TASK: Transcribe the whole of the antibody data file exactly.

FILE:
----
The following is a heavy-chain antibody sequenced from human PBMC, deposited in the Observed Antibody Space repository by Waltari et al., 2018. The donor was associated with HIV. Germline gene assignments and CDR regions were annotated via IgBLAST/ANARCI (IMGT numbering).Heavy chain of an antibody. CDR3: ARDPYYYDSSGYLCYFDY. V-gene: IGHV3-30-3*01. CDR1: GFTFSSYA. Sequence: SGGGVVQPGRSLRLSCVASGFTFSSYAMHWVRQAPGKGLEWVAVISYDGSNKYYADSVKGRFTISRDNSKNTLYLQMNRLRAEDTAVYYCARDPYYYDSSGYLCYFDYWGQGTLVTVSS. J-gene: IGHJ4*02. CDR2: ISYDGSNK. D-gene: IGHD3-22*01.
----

The following is a heavy-chain antibody sequenced from human PBMC, deposited in the Observed Antibody Space repository by Waltari et al., 2018. The donor was associated with HIV. Germline gene assignments and CDR regions were annotated via IgBLAST/ANARCI (IMGT numbering).Heavy chain of an antibody. CDR3: ARDPYYYDSSGYLCYFDY. V-gene: IGHV3-30-3*01. CDR1: GFTFSSYA. Sequence: SGGGVVQPGRSLRLSCVASGFTFSSYAMHWVRQAPGKGLEWVAVISYDGSNKYYADSVKGRFTISRDNSKNTLYLQMNRLRAEDTAVYYCARDPYYYDSSGYLCYFDYWGQGTLVTVSS. J-gene: IGHJ4*02. CDR2: ISYDGSNK. D-gene: IGHD3-22*01.